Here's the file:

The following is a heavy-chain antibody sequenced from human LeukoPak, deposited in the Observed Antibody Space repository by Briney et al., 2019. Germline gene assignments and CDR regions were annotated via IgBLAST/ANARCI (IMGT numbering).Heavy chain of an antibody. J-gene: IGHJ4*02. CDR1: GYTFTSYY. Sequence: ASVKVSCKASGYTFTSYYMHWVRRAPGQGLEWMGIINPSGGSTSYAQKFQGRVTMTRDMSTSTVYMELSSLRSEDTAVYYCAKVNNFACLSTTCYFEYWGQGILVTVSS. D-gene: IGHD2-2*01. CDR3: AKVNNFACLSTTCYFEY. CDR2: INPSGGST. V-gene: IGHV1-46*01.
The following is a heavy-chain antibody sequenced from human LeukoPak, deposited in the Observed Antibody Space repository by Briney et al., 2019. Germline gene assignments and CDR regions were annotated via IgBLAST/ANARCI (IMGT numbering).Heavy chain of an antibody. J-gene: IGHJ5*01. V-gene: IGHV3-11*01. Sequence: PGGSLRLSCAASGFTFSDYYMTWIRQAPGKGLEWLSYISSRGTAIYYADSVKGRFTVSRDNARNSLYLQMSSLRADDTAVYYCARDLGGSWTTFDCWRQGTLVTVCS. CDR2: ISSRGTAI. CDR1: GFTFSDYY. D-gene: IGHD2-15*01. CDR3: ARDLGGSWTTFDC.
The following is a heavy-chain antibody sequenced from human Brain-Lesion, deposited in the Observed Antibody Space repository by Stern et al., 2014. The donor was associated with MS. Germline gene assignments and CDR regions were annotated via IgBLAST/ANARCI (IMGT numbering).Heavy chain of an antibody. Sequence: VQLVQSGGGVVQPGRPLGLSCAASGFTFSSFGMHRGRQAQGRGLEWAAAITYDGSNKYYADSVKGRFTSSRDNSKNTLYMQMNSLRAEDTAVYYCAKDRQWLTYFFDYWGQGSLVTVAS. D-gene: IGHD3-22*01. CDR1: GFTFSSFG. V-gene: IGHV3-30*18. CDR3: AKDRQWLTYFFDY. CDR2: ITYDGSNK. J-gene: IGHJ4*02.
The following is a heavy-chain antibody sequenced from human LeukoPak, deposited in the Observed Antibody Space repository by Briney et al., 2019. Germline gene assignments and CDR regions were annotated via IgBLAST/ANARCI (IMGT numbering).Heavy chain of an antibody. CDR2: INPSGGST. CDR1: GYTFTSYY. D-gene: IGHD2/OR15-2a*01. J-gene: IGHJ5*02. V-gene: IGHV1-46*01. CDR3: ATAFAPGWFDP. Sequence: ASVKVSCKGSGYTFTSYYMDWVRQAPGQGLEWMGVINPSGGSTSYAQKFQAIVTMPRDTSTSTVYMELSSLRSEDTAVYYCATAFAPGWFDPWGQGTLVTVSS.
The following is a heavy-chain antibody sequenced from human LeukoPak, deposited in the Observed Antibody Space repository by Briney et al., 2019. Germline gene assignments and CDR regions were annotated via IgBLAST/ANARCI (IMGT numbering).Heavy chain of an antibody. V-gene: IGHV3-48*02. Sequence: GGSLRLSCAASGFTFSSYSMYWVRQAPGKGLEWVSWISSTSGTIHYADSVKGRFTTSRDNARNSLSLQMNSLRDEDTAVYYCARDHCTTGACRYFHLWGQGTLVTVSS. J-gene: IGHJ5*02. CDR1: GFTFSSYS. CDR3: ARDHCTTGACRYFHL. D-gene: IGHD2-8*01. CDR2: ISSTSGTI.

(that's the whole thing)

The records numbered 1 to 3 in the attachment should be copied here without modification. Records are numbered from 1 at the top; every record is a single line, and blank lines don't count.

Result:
The following is a heavy-chain antibody sequenced from human LeukoPak, deposited in the Observed Antibody Space repository by Briney et al., 2019. Germline gene assignments and CDR regions were annotated via IgBLAST/ANARCI (IMGT numbering).Heavy chain of an antibody. J-gene: IGHJ4*02. CDR1: GYTFTSYY. Sequence: ASVKVSCKASGYTFTSYYMHWVRRAPGQGLEWMGIINPSGGSTSYAQKFQGRVTMTRDMSTSTVYMELSSLRSEDTAVYYCAKVNNFACLSTTCYFEYWGQGILVTVSS. D-gene: IGHD2-2*01. CDR3: AKVNNFACLSTTCYFEY. CDR2: INPSGGST. V-gene: IGHV1-46*01.
The following is a heavy-chain antibody sequenced from human LeukoPak, deposited in the Observed Antibody Space repository by Briney et al., 2019. Germline gene assignments and CDR regions were annotated via IgBLAST/ANARCI (IMGT numbering).Heavy chain of an antibody. J-gene: IGHJ5*01. V-gene: IGHV3-11*01. Sequence: PGGSLRLSCAASGFTFSDYYMTWIRQAPGKGLEWLSYISSRGTAIYYADSVKGRFTVSRDNARNSLYLQMSSLRADDTAVYYCARDLGGSWTTFDCWRQGTLVTVCS. CDR2: ISSRGTAI. CDR1: GFTFSDYY. D-gene: IGHD2-15*01. CDR3: ARDLGGSWTTFDC.
The following is a heavy-chain antibody sequenced from human Brain-Lesion, deposited in the Observed Antibody Space repository by Stern et al., 2014. The donor was associated with MS. Germline gene assignments and CDR regions were annotated via IgBLAST/ANARCI (IMGT numbering).Heavy chain of an antibody. Sequence: VQLVQSGGGVVQPGRPLGLSCAASGFTFSSFGMHRGRQAQGRGLEWAAAITYDGSNKYYADSVKGRFTSSRDNSKNTLYMQMNSLRAEDTAVYYCAKDRQWLTYFFDYWGQGSLVTVAS. D-gene: IGHD3-22*01. CDR1: GFTFSSFG. V-gene: IGHV3-30*18. CDR3: AKDRQWLTYFFDY. CDR2: ITYDGSNK. J-gene: IGHJ4*02.